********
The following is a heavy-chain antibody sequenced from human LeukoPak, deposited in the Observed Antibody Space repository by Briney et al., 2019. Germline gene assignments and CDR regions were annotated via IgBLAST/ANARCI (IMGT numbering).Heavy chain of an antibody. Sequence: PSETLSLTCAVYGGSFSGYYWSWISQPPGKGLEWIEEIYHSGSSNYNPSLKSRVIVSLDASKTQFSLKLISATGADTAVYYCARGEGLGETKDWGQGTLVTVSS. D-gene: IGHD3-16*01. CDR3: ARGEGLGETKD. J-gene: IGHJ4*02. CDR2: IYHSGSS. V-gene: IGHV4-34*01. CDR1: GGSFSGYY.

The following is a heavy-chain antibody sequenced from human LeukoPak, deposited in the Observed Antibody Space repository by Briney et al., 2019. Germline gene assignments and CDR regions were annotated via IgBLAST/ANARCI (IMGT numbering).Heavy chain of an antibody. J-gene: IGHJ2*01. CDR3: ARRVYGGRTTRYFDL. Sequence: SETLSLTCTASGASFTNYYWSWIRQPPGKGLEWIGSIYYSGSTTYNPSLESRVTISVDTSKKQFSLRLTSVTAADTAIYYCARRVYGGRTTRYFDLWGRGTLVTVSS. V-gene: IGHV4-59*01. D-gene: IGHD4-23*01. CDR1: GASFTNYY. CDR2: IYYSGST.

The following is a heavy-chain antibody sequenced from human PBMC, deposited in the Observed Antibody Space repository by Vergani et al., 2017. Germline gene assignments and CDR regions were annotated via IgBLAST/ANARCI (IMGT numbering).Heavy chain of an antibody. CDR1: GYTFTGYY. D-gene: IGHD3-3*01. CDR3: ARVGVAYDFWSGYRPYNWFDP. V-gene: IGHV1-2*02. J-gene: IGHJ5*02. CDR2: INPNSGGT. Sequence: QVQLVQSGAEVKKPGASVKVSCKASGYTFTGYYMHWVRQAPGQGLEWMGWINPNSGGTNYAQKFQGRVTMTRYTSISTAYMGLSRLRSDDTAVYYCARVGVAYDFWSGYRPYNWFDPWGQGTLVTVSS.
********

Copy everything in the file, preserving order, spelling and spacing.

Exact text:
The following is a heavy-chain antibody sequenced from human LeukoPak, deposited in the Observed Antibody Space repository by Briney et al., 2019. Germline gene assignments and CDR regions were annotated via IgBLAST/ANARCI (IMGT numbering).Heavy chain of an antibody. Sequence: PSETLSLTCAVYGGSFSGYYWSWISQPPGKGLEWIEEIYHSGSSNYNPSLKSRVIVSLDASKTQFSLKLISATGADTAVYYCARGEGLGETKDWGQGTLVTVSS. D-gene: IGHD3-16*01. CDR3: ARGEGLGETKD. J-gene: IGHJ4*02. CDR2: IYHSGSS. V-gene: IGHV4-34*01. CDR1: GGSFSGYY.

The following is a heavy-chain antibody sequenced from human LeukoPak, deposited in the Observed Antibody Space repository by Briney et al., 2019. Germline gene assignments and CDR regions were annotated via IgBLAST/ANARCI (IMGT numbering).Heavy chain of an antibody. J-gene: IGHJ2*01. CDR3: ARRVYGGRTTRYFDL. Sequence: SETLSLTCTASGASFTNYYWSWIRQPPGKGLEWIGSIYYSGSTTYNPSLESRVTISVDTSKKQFSLRLTSVTAADTAIYYCARRVYGGRTTRYFDLWGRGTLVTVSS. V-gene: IGHV4-59*01. D-gene: IGHD4-23*01. CDR1: GASFTNYY. CDR2: IYYSGST.

The following is a heavy-chain antibody sequenced from human PBMC, deposited in the Observed Antibody Space repository by Vergani et al., 2017. Germline gene assignments and CDR regions were annotated via IgBLAST/ANARCI (IMGT numbering).Heavy chain of an antibody. CDR1: GYTFTGYY. D-gene: IGHD3-3*01. CDR3: ARVGVAYDFWSGYRPYNWFDP. V-gene: IGHV1-2*02. J-gene: IGHJ5*02. CDR2: INPNSGGT. Sequence: QVQLVQSGAEVKKPGASVKVSCKASGYTFTGYYMHWVRQAPGQGLEWMGWINPNSGGTNYAQKFQGRVTMTRYTSISTAYMGLSRLRSDDTAVYYCARVGVAYDFWSGYRPYNWFDPWGQGTLVTVSS.